Annette N. Brown: Is replication research the study of research or of researchers?
A few years ago, I and my colleagues designed the push button replication project with the dual objectives of discovering whether development impact evaluations are push button replicable and of implementing the project as transparently as possible. We were disappointed upon journal acceptance to be told that we could not make public our findings for individual studies in our sample because we had not received IRB approval. In this presentation, I will report the results of the push button replication project. I will also discuss a set of ethics considerations I have encountered in funding and conducting replication research. These considerations often underly the replication debates, for example the definitions of successful and failed replications, and hinge on the question of whether replication is the study of research or researchers.
Principal Economist, FHI 360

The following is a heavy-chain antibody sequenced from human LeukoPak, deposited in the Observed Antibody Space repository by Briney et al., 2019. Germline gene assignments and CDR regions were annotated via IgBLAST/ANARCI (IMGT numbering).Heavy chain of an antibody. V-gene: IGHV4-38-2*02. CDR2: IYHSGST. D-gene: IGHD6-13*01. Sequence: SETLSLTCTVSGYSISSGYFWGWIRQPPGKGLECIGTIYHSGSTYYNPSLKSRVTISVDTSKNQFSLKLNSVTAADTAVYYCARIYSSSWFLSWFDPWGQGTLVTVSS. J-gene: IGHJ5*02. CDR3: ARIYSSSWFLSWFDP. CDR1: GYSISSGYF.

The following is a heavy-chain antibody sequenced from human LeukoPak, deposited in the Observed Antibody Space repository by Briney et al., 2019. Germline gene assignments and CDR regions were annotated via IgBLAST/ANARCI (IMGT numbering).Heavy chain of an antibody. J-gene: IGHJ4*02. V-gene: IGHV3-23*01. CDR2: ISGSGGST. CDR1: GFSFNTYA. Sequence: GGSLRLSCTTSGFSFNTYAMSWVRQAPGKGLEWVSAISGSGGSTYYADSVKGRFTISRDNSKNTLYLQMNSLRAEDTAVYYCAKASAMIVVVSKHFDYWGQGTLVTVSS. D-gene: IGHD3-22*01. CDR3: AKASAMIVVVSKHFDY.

Annette Brown is the Principal Economist at FHI 360, an international non-profit working to improve the health and well-being of people around the world through research and program implementation. She also serves as Editor-in-Chief, and frequently writes for, FHI 360’s R&E Search for Evidence blog. Annette’s career in international development has spanned academe, non-profits, and for-profits. For the last decade she has focused on supporting and promoting the use of high-quality evidence for programs and policy. Her current research interests include the role and practice of replication research and the systematic review of evidence across a variety of topics. She has published in numerous social science and public health journals, and recently co-guest-edited a special journal section on replication of development impact evaluations. She received a Ph.D. in Economics from the University of Michigan as a National Science Foundation Fellow and a B.A. (Phi Beta Kappa) from Grinnell College.